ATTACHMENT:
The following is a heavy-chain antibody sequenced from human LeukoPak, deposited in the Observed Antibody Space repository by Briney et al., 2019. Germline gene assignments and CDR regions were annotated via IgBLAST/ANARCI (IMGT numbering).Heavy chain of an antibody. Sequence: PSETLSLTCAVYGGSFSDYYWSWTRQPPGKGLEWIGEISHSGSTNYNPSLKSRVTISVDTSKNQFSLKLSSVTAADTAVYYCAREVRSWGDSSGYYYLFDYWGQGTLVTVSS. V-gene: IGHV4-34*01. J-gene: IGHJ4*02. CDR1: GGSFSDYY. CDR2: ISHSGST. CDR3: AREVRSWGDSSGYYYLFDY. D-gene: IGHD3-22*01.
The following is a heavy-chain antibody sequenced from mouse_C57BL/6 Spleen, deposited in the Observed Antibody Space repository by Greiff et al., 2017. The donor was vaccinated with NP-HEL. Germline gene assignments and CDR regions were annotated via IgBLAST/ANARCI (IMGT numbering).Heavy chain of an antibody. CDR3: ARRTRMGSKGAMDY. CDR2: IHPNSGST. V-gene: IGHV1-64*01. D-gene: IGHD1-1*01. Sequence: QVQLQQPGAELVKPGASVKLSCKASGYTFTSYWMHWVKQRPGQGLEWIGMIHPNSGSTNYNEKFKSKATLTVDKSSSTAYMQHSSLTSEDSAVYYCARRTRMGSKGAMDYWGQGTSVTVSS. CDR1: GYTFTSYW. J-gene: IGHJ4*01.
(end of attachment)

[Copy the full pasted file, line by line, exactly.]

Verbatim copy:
The following is a heavy-chain antibody sequenced from human LeukoPak, deposited in the Observed Antibody Space repository by Briney et al., 2019. Germline gene assignments and CDR regions were annotated via IgBLAST/ANARCI (IMGT numbering).Heavy chain of an antibody. Sequence: PSETLSLTCAVYGGSFSDYYWSWTRQPPGKGLEWIGEISHSGSTNYNPSLKSRVTISVDTSKNQFSLKLSSVTAADTAVYYCAREVRSWGDSSGYYYLFDYWGQGTLVTVSS. V-gene: IGHV4-34*01. J-gene: IGHJ4*02. CDR1: GGSFSDYY. CDR2: ISHSGST. CDR3: AREVRSWGDSSGYYYLFDY. D-gene: IGHD3-22*01.
The following is a heavy-chain antibody sequenced from mouse_C57BL/6 Spleen, deposited in the Observed Antibody Space repository by Greiff et al., 2017. The donor was vaccinated with NP-HEL. Germline gene assignments and CDR regions were annotated via IgBLAST/ANARCI (IMGT numbering).Heavy chain of an antibody. CDR3: ARRTRMGSKGAMDY. CDR2: IHPNSGST. V-gene: IGHV1-64*01. D-gene: IGHD1-1*01. Sequence: QVQLQQPGAELVKPGASVKLSCKASGYTFTSYWMHWVKQRPGQGLEWIGMIHPNSGSTNYNEKFKSKATLTVDKSSSTAYMQHSSLTSEDSAVYYCARRTRMGSKGAMDYWGQGTSVTVSS. CDR1: GYTFTSYW. J-gene: IGHJ4*01.